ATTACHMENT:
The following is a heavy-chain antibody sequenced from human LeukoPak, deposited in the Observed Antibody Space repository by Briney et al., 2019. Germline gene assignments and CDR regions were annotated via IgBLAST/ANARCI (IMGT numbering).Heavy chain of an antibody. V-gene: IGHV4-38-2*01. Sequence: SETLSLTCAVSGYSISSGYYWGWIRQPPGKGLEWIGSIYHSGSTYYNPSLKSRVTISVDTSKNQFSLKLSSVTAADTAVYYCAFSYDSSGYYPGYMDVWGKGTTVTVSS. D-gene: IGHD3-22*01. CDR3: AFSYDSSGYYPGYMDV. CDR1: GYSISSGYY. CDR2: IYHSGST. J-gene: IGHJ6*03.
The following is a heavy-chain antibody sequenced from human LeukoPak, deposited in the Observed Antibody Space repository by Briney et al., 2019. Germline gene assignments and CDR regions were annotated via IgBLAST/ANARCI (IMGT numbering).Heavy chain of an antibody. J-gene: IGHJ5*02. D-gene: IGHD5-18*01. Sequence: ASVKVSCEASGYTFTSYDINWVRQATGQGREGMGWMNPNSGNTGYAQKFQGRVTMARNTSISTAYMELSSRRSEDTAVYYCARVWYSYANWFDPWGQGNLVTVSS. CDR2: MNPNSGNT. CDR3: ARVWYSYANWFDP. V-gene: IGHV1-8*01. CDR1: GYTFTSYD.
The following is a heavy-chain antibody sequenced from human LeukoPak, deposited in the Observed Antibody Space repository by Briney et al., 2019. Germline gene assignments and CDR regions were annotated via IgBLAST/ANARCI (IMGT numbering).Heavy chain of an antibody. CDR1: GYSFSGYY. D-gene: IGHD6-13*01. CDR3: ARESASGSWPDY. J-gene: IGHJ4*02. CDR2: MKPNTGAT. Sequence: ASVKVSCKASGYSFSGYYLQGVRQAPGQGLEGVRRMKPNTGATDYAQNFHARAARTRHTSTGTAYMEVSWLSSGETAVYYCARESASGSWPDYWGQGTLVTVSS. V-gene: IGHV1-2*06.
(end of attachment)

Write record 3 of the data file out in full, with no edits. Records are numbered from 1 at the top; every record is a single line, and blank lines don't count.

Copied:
The following is a heavy-chain antibody sequenced from human LeukoPak, deposited in the Observed Antibody Space repository by Briney et al., 2019. Germline gene assignments and CDR regions were annotated via IgBLAST/ANARCI (IMGT numbering).Heavy chain of an antibody. CDR1: GYSFSGYY. D-gene: IGHD6-13*01. CDR3: ARESASGSWPDY. J-gene: IGHJ4*02. CDR2: MKPNTGAT. Sequence: ASVKVSCKASGYSFSGYYLQGVRQAPGQGLEGVRRMKPNTGATDYAQNFHARAARTRHTSTGTAYMEVSWLSSGETAVYYCARESASGSWPDYWGQGTLVTVSS. V-gene: IGHV1-2*06.